He was 52, an age that can be a high watermark. None of his family was there when he died, in a laneway in Ennis, Co Clare. His friend and kindred spirit, Piotr Baram, was nearby, wrestling his own demons.
In all likelihood, Josef died through a fog of alcohol, which may have numbed the assault of death. What images flashed through his consciousness? Did he see himself as a boy skipping through childhood in Czechoslovakia, as it then was?
Could he touch any joy from his formative years, or early adulthood, before things turned sour? Was he afforded time to review his life decisions, particularly the one that brought him in search of a future to the brutal land of the Celtic Tiger? Did he see the toilet in the town’s Market Street, where he slept in his final years? Did he wish things had been different? The final weeks and death of Josef Pavelka illustrate much about our society.
Officially, the man didn’t exist, because when every sector is crying blue murder about their own plight, the people with the least purchase have had the ground whipped from under their feet.
In the community, things are different. There, as Mr Pavelka discovered, once a face is put to a statistic, kindness blossoms, empathy kicks in. Then, there is the bugbear of modern life — the cult of celebrity.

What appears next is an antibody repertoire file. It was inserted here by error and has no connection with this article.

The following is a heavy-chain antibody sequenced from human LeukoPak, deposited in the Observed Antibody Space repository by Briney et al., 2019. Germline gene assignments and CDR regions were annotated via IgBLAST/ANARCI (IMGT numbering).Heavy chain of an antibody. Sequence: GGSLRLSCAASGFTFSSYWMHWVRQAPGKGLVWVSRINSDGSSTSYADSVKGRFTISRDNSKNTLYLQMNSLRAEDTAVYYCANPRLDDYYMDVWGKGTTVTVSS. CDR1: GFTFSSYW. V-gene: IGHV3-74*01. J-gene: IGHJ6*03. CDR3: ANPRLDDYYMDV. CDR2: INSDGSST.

After the two men were splashed across the media, people flocked to their side, to bask in the reflected glow of celebrity, with scant regard for the human beings behind the headlines. Josef Pavelka was a ‘nobody’ in the eyes of this State, because he didn’t have ‘habitual residence’, a vague status afforded to immigrants who have worked here for a period.
He arrived in 2007, just as the arse was being ripped out of the property bubble. So he didn’t exist, and couldn’t claim entitlement to the basics that a civilised society deigns that every human being should be granted.
He couldn’t claim a roof over his head, and he couldn’t access emergency aid for his alcoholism. He was out there somewhere, beyond the boundaries of the basic standards that we like to believe are applied on our behalf.
It wasn’t just the national authorities that denied his existence.
Last month, Ennis district court heard that Josef spent his nights in a toilet in Market Street, and his mate, 35-year-old Pole, Piotr, did likewise in another, nearby facility.
The men’s plight was described by Judge Patrick Durcan as “a scandal”. The reaction from Ennis town council was ‘scandal, what scandal?’ A statement from the town council denied the men’s existence. “All public toilets operated by Ennis Town Council are automated public conveniences (APC), more commonly known as superloos. Ennis Town Council has no evidence of any parties using public toilets in Ennis as accommodation facilities,” the statement said.
It was all balderdash.
The probation-service report to the district court recorded the men’s accommodation situation, and the pair had been photographed in the toilets, with their worldly possessions, long before the court appearance.
Both national and local officialdom denied their existence, and the only time the State acknowledged them was when they became a nuisance and were brought before the courts.